The Princeton Review recently released its seventh annual report on undergraduate and graduate schools with top programs for studying video game design.
And the University of Utah captured the No. 1 spot on the undergraduate list of schools (up from #2 in 2015). The University of Central Florida took the top place on the graduate schools list (also up from #2 last year).
“It’s the way we teach,” says Robert Kessler, executive director and founder of EAE and professor at the University of Utah’s School of Computing, of the program’s success. “We have artists and engineers working together, learning to think like the other side and relying on each other.”
According to CNN Money and PayScale, video game design is the second “best job” in America, with potential for big growth, great pay and satisfying work. What’s particularly appealing about the profession is that the industry is relatively new, so it’s still a very innovative field open to pioneers and creative minds.
“The opportunity to define a new medium of expression comes along once or twice a century and you get to be a part of that,” said video game designer Warren Spector in an interview with CNN Money.
Formerly assigned to a far corner of the computer science department, game design has emerged as a highly respectable, multidisciplinary course of study. And schools hoping to cash in on the growing market for designers are building glitzy new facilities tricked out with cutting edge technology and equipment.
“Game design is the next great design field,” according to the USC website. “Students emerge as thought leaders, fluent in many forms of media, with the sophistication to design and create innovative experiences that expand the state of interactive art and play.”
The Princeton Review together with PC Gamer Magazine selected schools based on a survey of 150 institutions in the U.S., Canada, and abroad offering video game design programs or courses.
The 40-question survey asked schools to report on a range of topics from academic offerings and lab facilities to starting salaries and career achievements.
“For students aspiring to work in game design, the 58 schools that made one or both of our 2016 lists offer extraordinary opportunities to learn and to hone one’s talents for a successful career in this burgeoning field,” said Robert Franek, The Princeton Review’s Senior VP-Publisher. “The faculties at these schools are outstanding. Their facilities are awesome. And their alumni include legions of the industry’s most prominent game designers, developers, artists, and entrepreneurs.”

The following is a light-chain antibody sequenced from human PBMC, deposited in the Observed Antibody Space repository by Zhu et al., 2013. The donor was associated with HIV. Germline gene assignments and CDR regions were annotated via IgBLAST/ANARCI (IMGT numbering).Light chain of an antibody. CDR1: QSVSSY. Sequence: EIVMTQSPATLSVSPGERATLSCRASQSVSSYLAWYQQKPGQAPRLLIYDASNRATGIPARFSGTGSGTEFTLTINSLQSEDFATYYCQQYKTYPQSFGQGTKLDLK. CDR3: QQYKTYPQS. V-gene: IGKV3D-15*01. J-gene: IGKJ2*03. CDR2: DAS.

Although relatively new, George Mason University has a well-respected local video game design program and has received recognition, along with the Maryland Institute College of Art (MICA) as a one of the 50 best game design schools and colleges by gamedesigning.org. Using slightly different criteria from that used by Princeton Review, GameDesigning ranks the University of Southern California, Carnegie Mellon University and the University of Utah as the top programs in the field.
And for the record, the Princeton Review’s top 20 undergraduate schools to study game design for 2016 are:
- University of Utah, UT
- University of Southern California, CA
- Rochester Institute of Technology, NY
- DigiPen Institute of Technology, WA
- Becker College, MA
- The Art Institute of Vancouver, British Columbia
- Hampshire College, MA
- Michigan State University, MI
- Drexel University, PA
- New York University, NY
- The University of Texas at Dallas, TX
- Northeastern University, MA
- Champlain College, VT
- Vancouver Film School, British Columbia
- Bradley University, IL
- Ferris State University, MI
- Lawrence Technological University, MI
- Rensselaer Polytechnic Institute, NY
- Cogswell College, CA
- Shawnee State University, OH
Keep in mind that like any other “ranking,” this list represents one organization’s opinions and should provide little more than “food for thought” or a starting place for a more thorough investigation of a whole range of video game design programs.
NOTE: George Mason University will be holding Game Design Open Houses on April 9 and April 23, 2016. This could be a great way to learn about game design in general and the George Mason program in specific. Interested students can reserve a space by emailing Mary Bean (firstname.lastname@example.org) or calling 703.993.5734.
Disclosure: Nancy Griesemer is a member of the Princeton Review National College Counselor Advisory Board, 2015-16